Forum for Science, Industry and Business

Sponsored by:     3M 
Search our Site:

 

Molecule Awakens and Maintains Neural Connections

14.09.2004


A neuron from the brain in which DNA has been stained red and the Dasm1 protein, which controls mammalian dendrite development, has been stained green. Dasm1 is abundantly expressed in the dendrites of neurons, but not in the axons.


Researchers have discovered a critical protein that regulates the growth and activation of neural connections in the brain. The protein functions in the developing brain, where it controls the sprouting of new connections and stimulates otherwise silent connections among immature neurons, and potentially in the mature brain as well, where it may play a role in memory formation.

The researchers published their discovery of the protein, called dendrite arborization and synapse maturation 1, or Dasm1, in two papers in the September 7, 2004, issue of the Proceedings of the National Academy of Sciences. They were led by Howard Hughes Medical Institute investigators Yuh Nung Jan and Lily Yeh Jan. The first author on both papers was Song-Hai Shi in the Jans’ laboratory at the University of California, San Francisco.

Dendritic spines are mushroom-shaped protuberances that extend from the surface of the cable-like axon of a neuron. Dendrites receive chemical signals that trigger nerve impulses in the form of neurotransmitters launched from neighboring neurons. Growth of new dendrites can therefore increase the connection between neurons. Changes in the strength of connections, known as long-term potentiation, allow the brain to create memories.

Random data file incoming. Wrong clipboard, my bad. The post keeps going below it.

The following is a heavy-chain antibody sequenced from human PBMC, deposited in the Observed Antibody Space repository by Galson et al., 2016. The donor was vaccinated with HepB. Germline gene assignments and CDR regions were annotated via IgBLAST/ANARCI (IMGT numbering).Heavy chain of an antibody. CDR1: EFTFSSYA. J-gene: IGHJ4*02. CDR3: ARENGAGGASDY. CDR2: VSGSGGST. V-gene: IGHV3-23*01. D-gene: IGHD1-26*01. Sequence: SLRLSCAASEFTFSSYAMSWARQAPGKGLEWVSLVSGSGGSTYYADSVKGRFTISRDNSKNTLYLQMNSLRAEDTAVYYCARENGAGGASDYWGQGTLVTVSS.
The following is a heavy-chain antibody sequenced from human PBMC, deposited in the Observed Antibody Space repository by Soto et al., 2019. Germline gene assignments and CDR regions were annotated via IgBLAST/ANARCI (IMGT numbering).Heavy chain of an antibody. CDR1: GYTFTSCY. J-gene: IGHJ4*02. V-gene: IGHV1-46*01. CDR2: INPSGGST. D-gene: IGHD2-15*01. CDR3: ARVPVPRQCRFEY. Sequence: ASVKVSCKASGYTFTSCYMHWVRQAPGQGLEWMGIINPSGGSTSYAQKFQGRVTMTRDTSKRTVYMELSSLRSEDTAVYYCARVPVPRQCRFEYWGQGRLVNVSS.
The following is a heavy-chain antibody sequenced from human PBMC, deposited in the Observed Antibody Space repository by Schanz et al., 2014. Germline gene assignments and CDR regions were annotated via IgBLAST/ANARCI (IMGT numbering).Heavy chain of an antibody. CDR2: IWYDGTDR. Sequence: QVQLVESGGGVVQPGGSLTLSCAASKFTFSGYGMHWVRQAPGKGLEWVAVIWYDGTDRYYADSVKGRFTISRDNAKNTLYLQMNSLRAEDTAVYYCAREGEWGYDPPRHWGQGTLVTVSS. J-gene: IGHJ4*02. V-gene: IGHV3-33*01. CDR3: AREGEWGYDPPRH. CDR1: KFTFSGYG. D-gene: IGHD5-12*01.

In exploring the growth and development of dendritic spines, Shi, the Jans, and their colleagues first identified a gene in the fruit fly Drosophila that appears to play a role in regulating dendrite growth, or “arborization.” In comparing the fruit fly gene with databases of vertebrate genomes, they identified a similar homologue in mice, which they named Dasm1.

Their initial studies revealed that the gene was highly expressed in the brains of embryonic mice. “A major reason we became interested in this molecule is that when we used antibody markers to look at the distribution of the protein, we saw it primarily in the dendrites, with very little in the axons,” said Yuh Nung Jan. “If you look at areas of the hippocampus rich in dendrites, they just light up, whereas in axonal areas there is very little evidence for the presence of this protein.”

When the researchers blocked the activity of the version of the Dasm1 gene found in rats, they found dendrite arborization to be drastically reduced in cultured brain cells.

The researchers also studied the effects of Dasm1 on the maturation of neuronal connections, or synapses. Newly formed, immature synapses are silent, meaning they lack a type of receptor called AMPA receptors, which receive neurotransmitter molecules. However, these neurons do have other receptors, called NMDA receptors, which are associated with long-term changes in the strength of neuronal signaling. During maturation, dendrites acquire active AMPA receptors, and it was not known whether this process depended on Dasm1.

Shi, the Jans, and their colleagues found that interfering with Dasm1 function drastically decreased AMPA receptor function. Their experiments also revealed that Dasm1 was responsible for “awakening” silent synapses and promoting the maturation of the neuronal connections, a process that depends on dendrite development.

“While we expected that Dasm1 would contribute to dendrite arborization, the finding that reducing its activity caused a dysfunction in synaptic maturation was quite surprising,” Yuh Nung Jan said.

According to Lily Yeh Jan, the finding of a single control molecule for both maturation and arborization is significant. “It’s known that the ratio of AMPA to NMDA receptors increases during development, and it also increases during long-term potentiation,” she said. “So, Song-Hai’s identification of a molecule that is likely to be important for dendrite arborization and also to control synapse maturation is quite important.”

While the function of Dasm1 is not yet known, said Lily Yeh Jan, the protein’s structure hints that it is a receptor molecule. “The Dasm1 molecule has a large extracellular domain, a single transmembrane domain and a large cytoplasmic domain,” she said. “So that is characteristic of receptor molecules.” This suggests that, like other receptors, Dasm1 nestles in the cell membrane, receiving chemical signals that activate cellular processes.